Diamonds form under great pressures in the depths of the Earth and are hundreds, or even billions of years old. They are usually found in types of volcanic rocks called kimberlites. These are located in the oldest, strongest, and thickest parts of the continents, such as in South Africa, where the well-known diamond rush of the 19th century occurred. However, how diamonds reach the Earth’s surface has largely remained a mystery until recently.
Now, a team of researchers led by the University of Southampton and the University of Birmingham has found that the breakup of tectonic plates is the main driving force behind the generation and ultimate eruption of diamond-rich magmas from deep inside the Earth.
“We found that a domino effect can explain how continental breakup leads to formation of kimberlite magma. During rifting, a small patch of the continental root is disrupted and sinks into the mantle below, triggering a chain of similar flow patterns beneath the nearby continent,” explained co-author Stephen Jones, an associate professor of Earth Systems at Birmingham.
Studying how diamonds reach Earth’s surface
The experts used statistical analysis and machine learning algorithms to forensically examine the connection between continental breakup and kimberlite volcanism.
The investigations revealed that the eruptions of most kimberlite volcanoes occurred 20 to 30 million years after the initial tectonic breakup of our planet’s continents.
“Using geospatial analysis, we found that kimberlite eruptions tend to gradually migrate from the continental edges to the interiors over time at rates that are consistent across the continents,” said co-author Thea Hincks, a senior research fellow in Geology at Southampton.
What the researchers discovered
These findings prompted the scientists to examine what geological processes may drive this pattern. They discovered that the Earth’s mantle – the convecting layer between the planet’s crust and core – is often disrupted by rifting, or stretching, of the crust.
This phenomenon occurs even thousands of kilometers away. The result leads to a domino effect which can help explain how continental breakup causes the formation of kimberlite magma.
“The pattern of diamond eruptions is cyclical, mimicking the rhythm of the supercontinents, which assemble and break up in a repeated pattern over time. But previously we didn’t know what process causes diamonds to suddenly erupt, having spent millions – or billions – of years stashed away 150 kilometers beneath the Earth’s surface,” said lead author Tom Gernon, an associate professor of Earth Science at Southampton.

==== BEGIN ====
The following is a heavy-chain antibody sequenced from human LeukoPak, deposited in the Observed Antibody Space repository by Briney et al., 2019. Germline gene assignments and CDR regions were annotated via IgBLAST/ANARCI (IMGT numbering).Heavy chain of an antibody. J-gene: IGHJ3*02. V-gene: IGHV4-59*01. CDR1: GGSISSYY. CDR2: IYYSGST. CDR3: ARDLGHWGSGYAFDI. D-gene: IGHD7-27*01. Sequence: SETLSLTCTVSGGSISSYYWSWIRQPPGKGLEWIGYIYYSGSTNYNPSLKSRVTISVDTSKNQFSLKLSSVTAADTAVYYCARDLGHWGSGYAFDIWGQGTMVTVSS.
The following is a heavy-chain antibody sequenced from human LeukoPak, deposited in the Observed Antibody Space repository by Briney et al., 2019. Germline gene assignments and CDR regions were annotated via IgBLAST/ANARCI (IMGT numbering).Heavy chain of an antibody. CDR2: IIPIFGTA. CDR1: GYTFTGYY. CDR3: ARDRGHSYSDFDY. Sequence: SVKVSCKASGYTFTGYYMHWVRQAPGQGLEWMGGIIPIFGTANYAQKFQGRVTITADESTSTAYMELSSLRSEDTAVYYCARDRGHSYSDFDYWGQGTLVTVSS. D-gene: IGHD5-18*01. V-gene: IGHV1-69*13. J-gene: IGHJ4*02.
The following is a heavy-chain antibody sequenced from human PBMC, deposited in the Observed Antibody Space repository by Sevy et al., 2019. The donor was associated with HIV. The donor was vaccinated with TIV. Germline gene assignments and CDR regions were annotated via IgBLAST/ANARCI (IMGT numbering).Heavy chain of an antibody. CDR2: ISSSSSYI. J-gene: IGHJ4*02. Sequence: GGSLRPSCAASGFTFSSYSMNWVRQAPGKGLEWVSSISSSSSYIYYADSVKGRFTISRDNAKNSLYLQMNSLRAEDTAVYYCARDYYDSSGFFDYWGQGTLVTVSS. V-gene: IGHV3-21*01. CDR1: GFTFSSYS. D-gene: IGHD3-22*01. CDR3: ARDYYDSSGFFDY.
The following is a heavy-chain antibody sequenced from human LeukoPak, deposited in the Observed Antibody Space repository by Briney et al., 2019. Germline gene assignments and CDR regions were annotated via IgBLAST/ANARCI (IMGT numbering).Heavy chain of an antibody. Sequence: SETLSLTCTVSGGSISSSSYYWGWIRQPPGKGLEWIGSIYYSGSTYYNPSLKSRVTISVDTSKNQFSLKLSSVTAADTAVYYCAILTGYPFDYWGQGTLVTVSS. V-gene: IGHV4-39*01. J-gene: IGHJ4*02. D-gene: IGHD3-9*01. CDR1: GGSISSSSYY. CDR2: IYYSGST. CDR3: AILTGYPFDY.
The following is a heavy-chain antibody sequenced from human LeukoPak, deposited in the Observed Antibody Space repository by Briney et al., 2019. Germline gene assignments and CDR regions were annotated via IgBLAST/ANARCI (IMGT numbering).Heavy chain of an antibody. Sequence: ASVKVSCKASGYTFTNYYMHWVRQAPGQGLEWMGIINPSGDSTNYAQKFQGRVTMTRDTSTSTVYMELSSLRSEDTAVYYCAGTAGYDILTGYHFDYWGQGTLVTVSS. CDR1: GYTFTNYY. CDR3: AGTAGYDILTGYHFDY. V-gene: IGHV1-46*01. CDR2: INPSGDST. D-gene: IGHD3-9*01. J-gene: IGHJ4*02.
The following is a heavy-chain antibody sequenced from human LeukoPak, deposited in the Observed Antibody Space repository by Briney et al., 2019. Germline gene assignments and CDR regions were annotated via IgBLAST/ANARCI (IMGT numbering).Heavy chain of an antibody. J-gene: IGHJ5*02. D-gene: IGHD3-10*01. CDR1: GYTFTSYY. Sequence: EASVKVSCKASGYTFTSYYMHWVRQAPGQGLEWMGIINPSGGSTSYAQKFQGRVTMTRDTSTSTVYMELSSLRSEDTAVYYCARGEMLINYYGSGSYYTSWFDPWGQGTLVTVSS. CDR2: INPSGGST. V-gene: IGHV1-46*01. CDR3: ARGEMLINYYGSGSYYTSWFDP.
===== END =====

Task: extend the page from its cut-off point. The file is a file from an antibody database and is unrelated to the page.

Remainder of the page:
These findings could be used to identify the locations and timings of past volcanic eruptions linked to these processes, providing important insights that could enable the future discovery of additional diamond deposits.
The study is published in the journal Nature.
More about diamond deposits
Diamond deposits are where diamonds can be found in the Earth’s crust. The vast majority of natural diamonds are found in kimberlite pipes, which are volcanic in origin. These pipes originate deep in the Earth’s mantle, over 100 miles below the surface, where the pressure and temperature conditions are right for diamond formation.
The pipes then burst through to the surface in violent eruptions, bringing diamonds with them. These deposits are mined in many parts of the world, with the most significant sources being in Russia, Botswana, Canada, Australia, and South Africa.
Another form of diamond deposit is called an alluvial deposit. These diamonds are found in riverbeds and along the coast where rivers meet the sea. They originate from kimberlite pipes, but over millions of years, they’ve been eroded out of the pipes and transported by water to their current location.
Alluvial diamonds are often of very high quality because the process of erosion tends to destroy lower-quality stones. Alluvial diamond deposits are found in several places, including Brazil, Venezuela, and Namibia.
Finally, there are also diamond deposits in certain types of meteorites known as ureilites. These diamonds were likely formed by high-velocity impacts in space, though their exact origin is still a subject of scientific study.
The process of mining diamonds has significant environmental and social impacts, and many diamonds are sold on the global market under strict protocols intended to prevent the sale of “blood diamonds” that finance conflict.
These protocols include the Kimberley Process, which is an international certification scheme to prevent the trade in conflict diamonds. However, these protocols have been criticized for their effectiveness and for not addressing broader social and environmental issues associated with diamond mining.